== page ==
Zolita: The Rising Queer Icon You Need to Know
- Published: 06 July 2018
- Some argue that the whole concept of coming out in 2018 is moot, but the reality is that it still happens everyday, whether you intentionally seek out to do it or not. Although there is still much room for improvement, visibility for the gay community has undoubtedly been growing. Openly queer artists such as Kehlani and Hayley Kiyoko – who has been dubbed as Lesbian Jesus by her intensely loyal legion of fans – are now regarded alongside some of today’s most revered pop icons. It’s not just starting an open dialogue on the topic of LGBTQ+ presence that is important, though – these artists are actively normalizing what it means to be gay. Thanks to these loud and proud artists, a music video that shows two young women in love can garner over 93 million views on YouTube.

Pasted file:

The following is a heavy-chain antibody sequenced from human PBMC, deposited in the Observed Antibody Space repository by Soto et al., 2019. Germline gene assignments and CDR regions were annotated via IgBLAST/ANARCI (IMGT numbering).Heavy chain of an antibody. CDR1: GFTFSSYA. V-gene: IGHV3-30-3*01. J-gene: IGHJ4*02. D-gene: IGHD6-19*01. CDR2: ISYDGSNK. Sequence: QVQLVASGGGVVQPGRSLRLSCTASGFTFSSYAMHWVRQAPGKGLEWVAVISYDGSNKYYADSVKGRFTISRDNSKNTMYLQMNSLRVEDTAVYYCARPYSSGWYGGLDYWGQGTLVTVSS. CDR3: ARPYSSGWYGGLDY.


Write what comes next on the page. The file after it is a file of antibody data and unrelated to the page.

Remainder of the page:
Making her own mark in this significant movement is Zolita. Real name Zoë Hoetzel, the LA-based artist (who was previously based in NYC) has become a powerful voice for not only queer music, but independent music in general. As a singer-songwriter who creates and releases music without the support – or more importantly, the influence – of a record label, Zolita’s music is completely unfiltered and is confidently her own. First blowing up (pun unintended) the Internet with her first single, “Explosion,” you would be hard-pressed to find a listener, gay or straight, who was not able to relate to the heartbreakingly honest lyrics. As an homage to her very real experience of falling in love with her best friend, only to find that that love is unrequited, the Internet’s response to the song was overwhelming. Recognizing the potential that her music has on an audience, the singer has become committed to telling stories for women who love other women. When asked whether she thinks the term “queer music” pigeonholes her into a genre, she responds, “I definitely don’t find it restrictive. I think it’s necessary right now…Queer people are still a minority and we still don’t have all the rights that we need. Music is a universal language. You can’t deny if something is making you feel some type of way. So I think anyone can relate to my music, whether you’re gay or straight.”
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